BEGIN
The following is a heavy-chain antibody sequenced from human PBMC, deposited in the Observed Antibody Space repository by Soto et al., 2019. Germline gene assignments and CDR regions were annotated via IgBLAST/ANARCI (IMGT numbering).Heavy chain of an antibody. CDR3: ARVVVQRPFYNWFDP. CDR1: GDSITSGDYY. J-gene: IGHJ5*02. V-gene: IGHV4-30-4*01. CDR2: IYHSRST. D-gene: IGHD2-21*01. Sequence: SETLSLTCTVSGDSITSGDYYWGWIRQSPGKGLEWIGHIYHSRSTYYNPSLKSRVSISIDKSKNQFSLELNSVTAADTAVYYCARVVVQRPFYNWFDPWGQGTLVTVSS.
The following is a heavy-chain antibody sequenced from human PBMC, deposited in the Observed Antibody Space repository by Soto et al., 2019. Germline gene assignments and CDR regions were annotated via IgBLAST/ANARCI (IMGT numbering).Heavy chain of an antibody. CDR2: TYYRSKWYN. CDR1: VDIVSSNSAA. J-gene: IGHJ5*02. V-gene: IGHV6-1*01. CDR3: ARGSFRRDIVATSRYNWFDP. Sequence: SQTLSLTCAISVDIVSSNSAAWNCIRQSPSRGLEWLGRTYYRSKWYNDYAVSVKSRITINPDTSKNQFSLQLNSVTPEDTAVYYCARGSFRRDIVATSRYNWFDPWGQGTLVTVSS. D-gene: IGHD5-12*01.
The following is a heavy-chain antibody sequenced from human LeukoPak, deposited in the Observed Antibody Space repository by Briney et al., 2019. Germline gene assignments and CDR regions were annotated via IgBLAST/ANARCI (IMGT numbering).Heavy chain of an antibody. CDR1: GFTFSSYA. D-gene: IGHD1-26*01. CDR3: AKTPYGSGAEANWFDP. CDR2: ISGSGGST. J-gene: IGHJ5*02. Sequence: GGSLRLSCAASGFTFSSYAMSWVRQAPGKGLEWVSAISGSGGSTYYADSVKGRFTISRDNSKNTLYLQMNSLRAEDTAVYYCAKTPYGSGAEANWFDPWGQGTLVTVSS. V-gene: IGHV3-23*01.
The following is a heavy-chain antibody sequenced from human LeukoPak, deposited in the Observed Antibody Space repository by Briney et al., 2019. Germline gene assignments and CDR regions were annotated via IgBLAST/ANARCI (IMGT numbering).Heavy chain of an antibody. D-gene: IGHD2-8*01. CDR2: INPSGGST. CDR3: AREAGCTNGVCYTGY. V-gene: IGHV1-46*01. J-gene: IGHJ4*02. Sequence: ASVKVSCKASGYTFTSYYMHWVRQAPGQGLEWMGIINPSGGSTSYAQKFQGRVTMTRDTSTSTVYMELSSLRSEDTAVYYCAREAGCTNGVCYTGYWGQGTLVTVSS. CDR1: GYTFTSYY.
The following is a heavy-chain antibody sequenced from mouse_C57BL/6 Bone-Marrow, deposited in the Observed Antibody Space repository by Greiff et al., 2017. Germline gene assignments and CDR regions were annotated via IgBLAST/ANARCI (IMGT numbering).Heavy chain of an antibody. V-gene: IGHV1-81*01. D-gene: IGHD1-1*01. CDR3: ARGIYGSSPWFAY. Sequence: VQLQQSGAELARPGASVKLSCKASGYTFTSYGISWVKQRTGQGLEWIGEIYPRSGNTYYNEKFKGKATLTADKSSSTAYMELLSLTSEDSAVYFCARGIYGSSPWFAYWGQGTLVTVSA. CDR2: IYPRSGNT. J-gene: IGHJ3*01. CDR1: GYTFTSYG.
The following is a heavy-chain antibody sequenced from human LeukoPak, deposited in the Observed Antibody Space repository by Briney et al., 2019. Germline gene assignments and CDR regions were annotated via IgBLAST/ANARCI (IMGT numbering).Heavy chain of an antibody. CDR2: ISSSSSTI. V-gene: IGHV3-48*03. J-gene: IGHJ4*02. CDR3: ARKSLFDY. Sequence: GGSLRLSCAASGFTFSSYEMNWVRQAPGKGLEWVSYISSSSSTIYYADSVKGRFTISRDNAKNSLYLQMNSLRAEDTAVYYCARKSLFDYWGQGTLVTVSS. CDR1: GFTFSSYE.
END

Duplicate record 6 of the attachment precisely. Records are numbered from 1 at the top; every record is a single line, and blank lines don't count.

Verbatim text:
The following is a heavy-chain antibody sequenced from human LeukoPak, deposited in the Observed Antibody Space repository by Briney et al., 2019. Germline gene assignments and CDR regions were annotated via IgBLAST/ANARCI (IMGT numbering).Heavy chain of an antibody. CDR2: ISSSSSTI. V-gene: IGHV3-48*03. J-gene: IGHJ4*02. CDR3: ARKSLFDY. Sequence: GGSLRLSCAASGFTFSSYEMNWVRQAPGKGLEWVSYISSSSSTIYYADSVKGRFTISRDNAKNSLYLQMNSLRAEDTAVYYCARKSLFDYWGQGTLVTVSS. CDR1: GFTFSSYE.